Welcome to the Meyer lab!  Our lab is interested in understanding how nervous systems evolved.  Nervous systems are complex, highly integrated animal organ systems capable of storing information (memory), sensing the environment, controlling behavior, and processing and integrating multiple types of information simultaneously.  Multiple groups of animals throughout the Bilateria possess centralized nervous systems – vertebrates have an anterior brain and dorsal nerve cord, whereas annelids (segmented worms) and arthropods (insects and crustaceans) have an anterior brain and a ventral nerve cord. However, the earliest branching animals (e.g., comb jellies and jellyfish) have non-centralized nervous systems, or nerve nets. This raises the question of how and when centralized nervous systems evolved. Most of the modern molecular descriptions of neurogenesis come from only two of the three major bilaterian clades, the deuterostomes (e.g., vertebrates) and the ecdysozoans (e.g., arthropods). There remains a huge gap in our knowledge of central nervous system development in the third bilaterian clade, the spiralians (e.g., annelids). By studying central nervous system development in annelids, my lab hopes to make significant contributions to our understanding of the basic mechanisms of neurogenesis in annelids and to our understanding of the evolution of centralized nervous systems.

Annelid development
One major goal of our research program is to elucidate the molecular and cellular mechanisms driving neural fate specification during brain and ventral nerve cord development in the spiralian annelid Capitella teleta.  To learn more about our research, visit the “Research” page above.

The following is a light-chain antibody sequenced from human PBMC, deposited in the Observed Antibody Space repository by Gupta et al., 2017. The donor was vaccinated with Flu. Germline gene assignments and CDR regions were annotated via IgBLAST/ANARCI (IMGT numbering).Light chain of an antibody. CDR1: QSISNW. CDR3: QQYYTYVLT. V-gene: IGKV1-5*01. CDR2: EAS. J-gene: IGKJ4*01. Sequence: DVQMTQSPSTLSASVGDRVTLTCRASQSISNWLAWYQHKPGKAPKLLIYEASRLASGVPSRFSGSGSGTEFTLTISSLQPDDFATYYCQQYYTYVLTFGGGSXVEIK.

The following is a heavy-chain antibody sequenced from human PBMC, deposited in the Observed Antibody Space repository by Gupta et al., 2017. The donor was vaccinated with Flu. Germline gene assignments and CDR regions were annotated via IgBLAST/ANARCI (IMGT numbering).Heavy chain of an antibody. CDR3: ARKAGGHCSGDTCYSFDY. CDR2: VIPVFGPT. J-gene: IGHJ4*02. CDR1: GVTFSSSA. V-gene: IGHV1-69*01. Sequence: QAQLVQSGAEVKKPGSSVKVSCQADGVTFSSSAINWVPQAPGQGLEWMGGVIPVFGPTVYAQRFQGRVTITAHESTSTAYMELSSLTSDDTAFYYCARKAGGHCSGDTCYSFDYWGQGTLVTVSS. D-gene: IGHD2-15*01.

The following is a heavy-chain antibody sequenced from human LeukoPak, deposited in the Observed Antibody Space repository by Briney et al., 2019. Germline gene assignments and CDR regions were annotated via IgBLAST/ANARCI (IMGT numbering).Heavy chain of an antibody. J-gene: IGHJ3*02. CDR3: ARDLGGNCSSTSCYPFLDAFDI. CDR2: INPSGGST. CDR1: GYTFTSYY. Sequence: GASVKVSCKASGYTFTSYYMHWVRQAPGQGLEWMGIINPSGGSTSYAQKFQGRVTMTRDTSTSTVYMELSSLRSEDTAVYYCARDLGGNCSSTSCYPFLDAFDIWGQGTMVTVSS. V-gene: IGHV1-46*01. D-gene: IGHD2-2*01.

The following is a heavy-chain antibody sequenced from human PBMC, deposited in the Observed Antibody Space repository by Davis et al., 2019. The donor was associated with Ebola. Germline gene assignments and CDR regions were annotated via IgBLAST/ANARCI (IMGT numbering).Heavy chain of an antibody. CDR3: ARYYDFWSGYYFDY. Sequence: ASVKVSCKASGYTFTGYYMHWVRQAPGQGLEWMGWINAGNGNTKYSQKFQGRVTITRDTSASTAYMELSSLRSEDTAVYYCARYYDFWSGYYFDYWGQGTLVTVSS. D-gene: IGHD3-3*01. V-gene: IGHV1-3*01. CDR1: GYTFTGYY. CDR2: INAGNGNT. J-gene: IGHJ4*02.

This fall (2014), I am teaching Neuroscience (BIOL 143) and a seminar in Evolutionary Developmental Biology (BIOL 239). BIOL 143 is an introduction to neuroscience that explores the biology of nervous systems and their relationship to behavior and disease.  BIOL 239 covers a broad range of topics in evolutionary developmental biology, or “evo-devo”, which is a fascinating field of biology that integrates organismal evolutionary biology with molecular embryology, genetics, and genomics. The goal of evo-devo is to elucidate how changes in developmental processes have given rise to the incredible biological diversity seen in nature.

In the spring of 2015, I will be on sabbatical. In spring 2016, I will teach Comparative and Human Physiology (BIOL 240) with a lab component.  This course is an introduction to the physical and chemical functions that maintain animal, including human, life.  I will also teach a Developmental Biology (BIOL 239) with a new lab.